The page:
When Windows Update gets broken, Windows is a crippled operating system, unable to fend off the latest security threats, unless you're willing to spend the time digging through the Windows Knowledge Base looking for patches to install.
It's no fun looking at a fresh (or refreshed) installation of Windows XP SP2 and see that there are over 70 updates waiting to be installed - but every time you try to install them, the installer rolls over and plays dead after a few seconds.
Dial-a-fix to the Rescue
When this happened to me recently, I spend a lot of time Googling my way through various forums and newsgroups, and after awhile, a common thread appeared: try a program called Dial-a-fix. Lots of users with broken Windows Update functions were swearing by Dial-a-fix.
They're right. I installed it, clicked the Fix Windows Update checkbox, and in just a couple of minutes, I was able to install every one of those 70+ updates.
So, What Is Dial-a-fix, Anyway?
In the words of its creator, "DjLizard," (also known as Michael Cooke):
Dial-a-fix is a collection of known fixes gleaned from Microsoft Knowledgebase articles, Microsoft MVPs, and other important support forums...
As the figure shows, Dial-a-fix is designed to repair problems in five major areas: Prep, MSI (Windows Installer), WU/WUAU (Windows Update/Automatic Update, SSL/HTTPS/Cryptography, and component registration.
According to creator Michael Cooke;
Dial-a-fix's primary philosophy is to fix problems by setting various things back to their original Microsoft defaults.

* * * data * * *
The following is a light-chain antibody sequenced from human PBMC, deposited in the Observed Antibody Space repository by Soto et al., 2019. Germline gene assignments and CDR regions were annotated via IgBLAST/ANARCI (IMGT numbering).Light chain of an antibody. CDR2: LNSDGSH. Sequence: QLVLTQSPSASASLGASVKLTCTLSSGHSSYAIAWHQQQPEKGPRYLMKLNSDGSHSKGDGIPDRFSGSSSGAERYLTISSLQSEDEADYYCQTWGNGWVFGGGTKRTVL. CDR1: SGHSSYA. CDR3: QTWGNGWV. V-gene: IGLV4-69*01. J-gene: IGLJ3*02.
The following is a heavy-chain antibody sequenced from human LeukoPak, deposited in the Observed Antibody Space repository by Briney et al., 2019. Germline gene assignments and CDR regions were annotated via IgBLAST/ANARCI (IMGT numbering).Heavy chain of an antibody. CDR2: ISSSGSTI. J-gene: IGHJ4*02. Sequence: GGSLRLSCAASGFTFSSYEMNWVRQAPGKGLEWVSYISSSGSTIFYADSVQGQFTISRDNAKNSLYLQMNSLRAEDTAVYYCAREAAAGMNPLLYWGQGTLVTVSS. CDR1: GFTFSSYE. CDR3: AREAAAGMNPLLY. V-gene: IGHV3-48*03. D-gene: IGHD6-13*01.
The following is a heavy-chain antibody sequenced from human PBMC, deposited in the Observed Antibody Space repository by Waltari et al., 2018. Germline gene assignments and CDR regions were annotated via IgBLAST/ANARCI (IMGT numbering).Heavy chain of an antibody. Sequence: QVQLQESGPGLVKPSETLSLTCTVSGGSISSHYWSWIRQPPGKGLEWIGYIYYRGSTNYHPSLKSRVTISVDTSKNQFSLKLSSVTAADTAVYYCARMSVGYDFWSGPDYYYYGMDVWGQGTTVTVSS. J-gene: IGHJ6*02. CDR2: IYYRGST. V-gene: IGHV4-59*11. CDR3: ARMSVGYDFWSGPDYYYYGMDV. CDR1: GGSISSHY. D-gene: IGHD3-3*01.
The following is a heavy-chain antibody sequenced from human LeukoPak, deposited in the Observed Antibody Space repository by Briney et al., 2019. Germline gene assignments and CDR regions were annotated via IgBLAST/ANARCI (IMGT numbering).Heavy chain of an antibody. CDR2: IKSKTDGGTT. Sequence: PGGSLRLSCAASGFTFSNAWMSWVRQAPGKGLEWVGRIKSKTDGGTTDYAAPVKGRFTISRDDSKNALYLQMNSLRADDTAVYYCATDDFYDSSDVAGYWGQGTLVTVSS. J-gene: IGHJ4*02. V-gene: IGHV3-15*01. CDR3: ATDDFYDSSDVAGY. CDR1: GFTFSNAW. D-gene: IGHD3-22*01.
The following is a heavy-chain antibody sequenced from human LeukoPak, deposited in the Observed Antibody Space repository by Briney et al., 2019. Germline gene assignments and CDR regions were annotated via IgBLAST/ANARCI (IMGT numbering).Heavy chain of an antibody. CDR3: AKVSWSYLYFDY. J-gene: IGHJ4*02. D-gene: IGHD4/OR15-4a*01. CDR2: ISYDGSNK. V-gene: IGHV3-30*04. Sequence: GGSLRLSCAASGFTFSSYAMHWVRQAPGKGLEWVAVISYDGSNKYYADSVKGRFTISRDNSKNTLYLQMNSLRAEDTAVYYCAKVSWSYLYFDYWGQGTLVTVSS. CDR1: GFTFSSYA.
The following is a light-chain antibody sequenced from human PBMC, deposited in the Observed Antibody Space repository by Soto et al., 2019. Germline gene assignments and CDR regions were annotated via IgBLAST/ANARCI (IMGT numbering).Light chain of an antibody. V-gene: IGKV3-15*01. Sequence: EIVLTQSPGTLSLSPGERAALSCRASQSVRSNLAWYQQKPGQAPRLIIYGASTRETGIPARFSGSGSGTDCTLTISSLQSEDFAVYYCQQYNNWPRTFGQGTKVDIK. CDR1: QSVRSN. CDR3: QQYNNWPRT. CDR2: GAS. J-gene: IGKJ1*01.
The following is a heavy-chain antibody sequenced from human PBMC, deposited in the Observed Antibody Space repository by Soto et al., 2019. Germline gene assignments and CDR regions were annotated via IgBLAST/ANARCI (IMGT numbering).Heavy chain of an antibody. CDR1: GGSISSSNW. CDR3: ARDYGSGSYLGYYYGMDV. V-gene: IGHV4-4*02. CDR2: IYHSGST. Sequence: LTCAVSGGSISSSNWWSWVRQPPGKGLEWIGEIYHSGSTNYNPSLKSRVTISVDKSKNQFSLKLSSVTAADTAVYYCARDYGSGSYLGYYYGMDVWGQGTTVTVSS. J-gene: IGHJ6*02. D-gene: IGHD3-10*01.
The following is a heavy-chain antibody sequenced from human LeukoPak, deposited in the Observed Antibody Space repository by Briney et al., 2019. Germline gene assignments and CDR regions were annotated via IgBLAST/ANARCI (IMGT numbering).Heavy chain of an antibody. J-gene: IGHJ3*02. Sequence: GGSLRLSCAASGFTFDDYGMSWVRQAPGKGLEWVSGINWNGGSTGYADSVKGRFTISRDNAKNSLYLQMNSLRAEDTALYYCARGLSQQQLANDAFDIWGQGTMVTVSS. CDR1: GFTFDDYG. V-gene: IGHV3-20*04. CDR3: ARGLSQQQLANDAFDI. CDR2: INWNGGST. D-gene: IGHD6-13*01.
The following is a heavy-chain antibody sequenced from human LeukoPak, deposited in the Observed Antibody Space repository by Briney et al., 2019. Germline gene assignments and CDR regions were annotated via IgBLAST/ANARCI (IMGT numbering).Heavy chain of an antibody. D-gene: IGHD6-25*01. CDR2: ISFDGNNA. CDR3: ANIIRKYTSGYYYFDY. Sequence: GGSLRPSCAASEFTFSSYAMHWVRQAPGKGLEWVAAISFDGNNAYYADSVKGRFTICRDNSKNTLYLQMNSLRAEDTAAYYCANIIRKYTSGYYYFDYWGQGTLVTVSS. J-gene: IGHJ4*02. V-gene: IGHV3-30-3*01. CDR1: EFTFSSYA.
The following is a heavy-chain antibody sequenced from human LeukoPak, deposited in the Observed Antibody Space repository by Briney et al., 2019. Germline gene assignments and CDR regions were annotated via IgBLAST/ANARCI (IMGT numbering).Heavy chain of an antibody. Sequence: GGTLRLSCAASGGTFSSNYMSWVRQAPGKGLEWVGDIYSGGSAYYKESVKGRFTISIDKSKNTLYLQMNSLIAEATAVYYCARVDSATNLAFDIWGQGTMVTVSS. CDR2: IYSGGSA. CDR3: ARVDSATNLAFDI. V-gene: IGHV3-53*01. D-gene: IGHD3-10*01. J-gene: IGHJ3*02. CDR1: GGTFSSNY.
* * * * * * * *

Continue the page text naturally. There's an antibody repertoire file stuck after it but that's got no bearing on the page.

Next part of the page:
A close look at the menu shows that Dial-a-fix works by stopping and restarting some services, re-registering some components, and performing other maintenance tasks - all from a single GUI.
Dial-a-fix Versus Manual Repairs
Dial-a-fix has two big advantages over manual Windows fixes:
It performs many repairs with a single selection
It repairs not only the obvious problems but other Windows features that work together with the feature you're trying to fix.
For example, if you wanted to fix Windows Update manually, you would need to run a complex series of command-line statements to stop services, reregister over a dozen .dll files, then restart two services. And, because other problems can also affect Windows Update, Dial-a-fix also automatically selects repairs for SSL/HTTPS/Cryptography and programming cores/runtimes.
Learning How to Perform Manual Repairs with Dial-a-fix
To learn exactly what Dial-a-fix does, make sure tooltips are selected, then hover your mouse over any checkbox: Dial-a-fix pops up the steps it will perform when the option is selected. In this example, the steps needed to stop Windows Update services are listed.
Even though you'll probably decide that Dial-a-fix is an easier way to fix the problems it's designed to handle, reviewing the steps it takes to perform a repair provides a crash course in how to use command-line utilities like Net Start, Net Stop, and
Getting Your Hands on Dial-a-fix
You can download Dial-a-fix from the Dial-a-fix section of Djlizard's website. It's free to use, but donations are appreciated (and worth making). Dial-a-fix works with any 32-bit version of Windows from Windows 98 through Windows XP and Server 2003.